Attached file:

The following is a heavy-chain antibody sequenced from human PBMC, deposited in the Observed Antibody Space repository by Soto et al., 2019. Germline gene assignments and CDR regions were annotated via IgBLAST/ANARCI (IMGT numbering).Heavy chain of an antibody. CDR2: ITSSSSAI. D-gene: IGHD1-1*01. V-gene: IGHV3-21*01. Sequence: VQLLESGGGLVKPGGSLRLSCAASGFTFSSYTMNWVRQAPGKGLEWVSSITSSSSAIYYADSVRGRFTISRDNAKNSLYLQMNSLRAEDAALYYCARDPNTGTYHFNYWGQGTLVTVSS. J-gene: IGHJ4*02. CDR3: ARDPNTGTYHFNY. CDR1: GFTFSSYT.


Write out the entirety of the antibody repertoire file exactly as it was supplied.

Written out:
The following is a heavy-chain antibody sequenced from human PBMC, deposited in the Observed Antibody Space repository by Soto et al., 2019. Germline gene assignments and CDR regions were annotated via IgBLAST/ANARCI (IMGT numbering).Heavy chain of an antibody. CDR2: ITSSSSAI. D-gene: IGHD1-1*01. V-gene: IGHV3-21*01. Sequence: VQLLESGGGLVKPGGSLRLSCAASGFTFSSYTMNWVRQAPGKGLEWVSSITSSSSAIYYADSVRGRFTISRDNAKNSLYLQMNSLRAEDAALYYCARDPNTGTYHFNYWGQGTLVTVSS. J-gene: IGHJ4*02. CDR3: ARDPNTGTYHFNY. CDR1: GFTFSSYT.